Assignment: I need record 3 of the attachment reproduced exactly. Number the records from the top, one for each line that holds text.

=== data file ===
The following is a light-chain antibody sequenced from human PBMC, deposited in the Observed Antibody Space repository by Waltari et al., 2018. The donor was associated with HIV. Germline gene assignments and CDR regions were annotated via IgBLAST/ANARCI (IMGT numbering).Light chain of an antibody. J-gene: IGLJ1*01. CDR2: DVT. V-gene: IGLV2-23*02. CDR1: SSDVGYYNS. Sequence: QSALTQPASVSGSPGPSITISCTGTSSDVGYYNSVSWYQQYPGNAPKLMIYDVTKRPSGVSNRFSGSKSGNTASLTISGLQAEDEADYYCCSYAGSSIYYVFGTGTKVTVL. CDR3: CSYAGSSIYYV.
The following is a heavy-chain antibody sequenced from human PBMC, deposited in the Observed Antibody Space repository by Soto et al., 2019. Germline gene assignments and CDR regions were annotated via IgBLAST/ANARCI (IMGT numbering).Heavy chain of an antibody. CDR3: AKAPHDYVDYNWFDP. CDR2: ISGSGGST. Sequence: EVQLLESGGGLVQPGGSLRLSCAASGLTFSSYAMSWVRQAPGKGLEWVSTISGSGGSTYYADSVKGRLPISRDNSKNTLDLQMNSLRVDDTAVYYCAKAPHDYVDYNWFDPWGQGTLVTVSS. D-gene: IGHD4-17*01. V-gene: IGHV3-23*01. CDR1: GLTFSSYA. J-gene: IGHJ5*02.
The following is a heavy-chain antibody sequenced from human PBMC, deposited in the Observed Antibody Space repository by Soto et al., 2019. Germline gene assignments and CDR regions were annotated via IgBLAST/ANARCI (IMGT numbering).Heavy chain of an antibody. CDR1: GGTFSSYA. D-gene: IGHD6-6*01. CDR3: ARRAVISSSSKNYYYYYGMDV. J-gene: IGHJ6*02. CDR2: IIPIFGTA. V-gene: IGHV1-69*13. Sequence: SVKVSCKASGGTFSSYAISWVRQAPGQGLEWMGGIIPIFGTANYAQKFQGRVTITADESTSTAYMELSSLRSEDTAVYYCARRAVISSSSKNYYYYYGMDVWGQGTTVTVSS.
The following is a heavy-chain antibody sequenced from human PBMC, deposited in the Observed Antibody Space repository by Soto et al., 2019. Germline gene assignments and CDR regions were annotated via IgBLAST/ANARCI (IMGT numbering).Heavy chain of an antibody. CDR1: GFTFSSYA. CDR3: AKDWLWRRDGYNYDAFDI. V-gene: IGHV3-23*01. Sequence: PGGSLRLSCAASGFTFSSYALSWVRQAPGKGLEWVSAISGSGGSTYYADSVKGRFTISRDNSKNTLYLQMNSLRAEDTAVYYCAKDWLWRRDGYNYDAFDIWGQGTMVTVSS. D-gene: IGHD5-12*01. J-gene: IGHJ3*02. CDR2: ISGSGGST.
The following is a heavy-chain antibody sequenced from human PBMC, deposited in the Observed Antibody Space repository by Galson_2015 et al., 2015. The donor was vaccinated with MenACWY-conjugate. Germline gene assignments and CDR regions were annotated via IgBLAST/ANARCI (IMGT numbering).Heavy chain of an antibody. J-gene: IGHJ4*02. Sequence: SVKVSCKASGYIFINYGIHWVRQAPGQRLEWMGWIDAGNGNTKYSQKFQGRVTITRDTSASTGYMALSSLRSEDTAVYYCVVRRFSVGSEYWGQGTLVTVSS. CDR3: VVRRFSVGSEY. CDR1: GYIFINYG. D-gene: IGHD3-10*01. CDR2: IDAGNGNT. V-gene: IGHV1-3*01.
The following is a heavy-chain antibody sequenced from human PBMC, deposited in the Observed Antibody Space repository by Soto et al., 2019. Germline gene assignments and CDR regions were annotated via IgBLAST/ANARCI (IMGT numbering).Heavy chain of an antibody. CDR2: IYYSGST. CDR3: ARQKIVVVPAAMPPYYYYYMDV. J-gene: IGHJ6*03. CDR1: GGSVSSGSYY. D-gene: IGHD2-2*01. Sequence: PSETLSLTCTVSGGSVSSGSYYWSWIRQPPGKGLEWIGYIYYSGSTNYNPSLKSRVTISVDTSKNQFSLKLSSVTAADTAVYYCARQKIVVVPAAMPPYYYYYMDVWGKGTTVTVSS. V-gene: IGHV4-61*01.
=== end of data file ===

The following is a heavy-chain antibody sequenced from human PBMC, deposited in the Observed Antibody Space repository by Soto et al., 2019. Germline gene assignments and CDR regions were annotated via IgBLAST/ANARCI (IMGT numbering).Heavy chain of an antibody. CDR1: GGTFSSYA. D-gene: IGHD6-6*01. CDR3: ARRAVISSSSKNYYYYYGMDV. J-gene: IGHJ6*02. CDR2: IIPIFGTA. V-gene: IGHV1-69*13. Sequence: SVKVSCKASGGTFSSYAISWVRQAPGQGLEWMGGIIPIFGTANYAQKFQGRVTITADESTSTAYMELSSLRSEDTAVYYCARRAVISSSSKNYYYYYGMDVWGQGTTVTVSS.